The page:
Sick sinus syndrome (SSS) refers to the dysfunction of the sinoatrial node and is responsible for several types of arrhythmia. It comprises bradyarrhythmias (e.g., sinus bradycardia, sinoatrial pauses, blocks, and arrest), and may alternate with supraventricular tachyarrhythmias, in which case it is referred to as tachycardia-bradycardia syndrome. The most common SSS arrhythmias are sinus bradycardia and non-respiratory sinus arrhythmia. SSS typically occurs in the elderly. Depending on the extent of bradycardia or tachycardia, the condition may be asymptomatic or present with symptoms such as palpitations or dyspnea. More serious manifestations, such as lightheadedness and syncope, are indications for pacemaker placement.
- Degeneration and fibrosis of the sinoatrial node and surrounding myocardium (most common cause)
- Medications (e.g., β-blockers, digoxin, non-dihydropyridine calcium channel blockers such as verapamil and diltiazem)
- Symptoms of bradycardia
- Tachycardia-bradycardia syndrome presents with additional symptoms:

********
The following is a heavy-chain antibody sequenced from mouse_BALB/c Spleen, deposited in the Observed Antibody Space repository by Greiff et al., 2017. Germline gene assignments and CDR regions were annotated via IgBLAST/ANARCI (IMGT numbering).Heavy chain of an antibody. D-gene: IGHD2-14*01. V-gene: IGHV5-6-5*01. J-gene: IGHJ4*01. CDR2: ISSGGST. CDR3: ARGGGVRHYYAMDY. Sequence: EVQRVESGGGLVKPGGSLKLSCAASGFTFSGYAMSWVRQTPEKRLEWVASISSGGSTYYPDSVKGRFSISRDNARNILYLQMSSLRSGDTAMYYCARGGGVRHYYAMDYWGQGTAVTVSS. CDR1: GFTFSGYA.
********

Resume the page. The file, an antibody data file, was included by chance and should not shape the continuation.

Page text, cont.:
- Exercise stress testing; : shows an inadequate increasing heart rate during physical activity (also called chronotropic incompetence)
- Atropine challenge test: shows an inadequate increasing heart rate after administration of atropine.
- Electrophysiology studies: may show prolonged sinus node recovery time.
Management depends on the symptoms of each patient, most notably on the length of sinus pauses.
- All patients: address reversible causes (e.g., side effects of medication)
- Asymptomatic patients: no pacemaker placement needed
- Initial therapy for hemodynamically unstable patients
- Long-term therapy
- Isolated symptoms of bradycardia; : pacemaker placement
- Tachycardia-bradycardia syndrome requires treatment of both tachycardia and bradycardia.